The real answer is no, but you could probably come close :neutral:
I was hesitant about touching this subject so thanks Bob for putting it so well.

Since the door is now cracked, I'll put it another way - a definite maybe. Not because you couldn't do it and come out fine but because there are just so many factors that come into play.

Making a shelf stable product and being able to prove its shelf stable are two different things. Both could be but you will only have proof that one is and sadly we now live in a time where paper proof is valued moreso than quality.

But putting things in perspective, people have been making shelf stable products for years and have got along fine without all this equipment. While I wouldn't put a cocked pistol to my head to see if it was loaded I wouldn't have any real hesitation eating a sausage that had been processed in a known and proven manner.

What could happen? Take a snack stick for instance. You've removed the risk of botulism by using the cure so you are not going to die from that. You've removed the other risks through the fermentation, smoking and the baking processes so you have all that going for you. So what happens if you don't dry it as completely as you should have and it was placed in an airtight sealed environment? What organisms are left? I think the spoilage organisms would be the only ones and they will tell you by sight and smell. If not, I imagine the taste would be horrid but it would not be anything like having a bullet in the chamber.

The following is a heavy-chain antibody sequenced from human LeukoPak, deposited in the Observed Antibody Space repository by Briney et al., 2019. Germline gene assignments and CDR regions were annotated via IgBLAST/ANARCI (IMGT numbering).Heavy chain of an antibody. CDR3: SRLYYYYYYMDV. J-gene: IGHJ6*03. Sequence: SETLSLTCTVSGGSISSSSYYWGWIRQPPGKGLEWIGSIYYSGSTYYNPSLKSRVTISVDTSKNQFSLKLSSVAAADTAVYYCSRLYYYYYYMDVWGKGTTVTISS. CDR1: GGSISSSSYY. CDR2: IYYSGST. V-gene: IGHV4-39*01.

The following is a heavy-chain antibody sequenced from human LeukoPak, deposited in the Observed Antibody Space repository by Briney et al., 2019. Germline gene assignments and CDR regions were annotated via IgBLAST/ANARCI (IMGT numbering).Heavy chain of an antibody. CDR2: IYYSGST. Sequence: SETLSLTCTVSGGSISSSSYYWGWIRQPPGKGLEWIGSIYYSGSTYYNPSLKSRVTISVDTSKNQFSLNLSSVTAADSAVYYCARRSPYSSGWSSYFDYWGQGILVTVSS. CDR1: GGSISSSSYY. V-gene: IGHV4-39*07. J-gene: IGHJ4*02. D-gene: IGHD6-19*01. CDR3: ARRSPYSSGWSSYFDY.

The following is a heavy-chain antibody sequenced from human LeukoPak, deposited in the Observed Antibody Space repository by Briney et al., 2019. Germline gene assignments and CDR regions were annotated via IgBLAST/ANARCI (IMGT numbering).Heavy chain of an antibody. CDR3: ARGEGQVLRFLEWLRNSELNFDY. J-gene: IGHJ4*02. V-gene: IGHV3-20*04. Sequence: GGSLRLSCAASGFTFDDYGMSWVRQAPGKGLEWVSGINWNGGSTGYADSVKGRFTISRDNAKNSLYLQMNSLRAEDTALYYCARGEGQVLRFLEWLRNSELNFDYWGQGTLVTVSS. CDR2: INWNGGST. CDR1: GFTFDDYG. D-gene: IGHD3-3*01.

I don't mean to downplay the importance of any of these safety concerns its just I think we need to sometimes put things in perspective and I hope I don't catch grief for posting this but this is how I understand things and I apologize if I'm wrong because the last thing I want to do is give erroneous information on this board. I'm here to learn as well and I know there is a lot I don't know.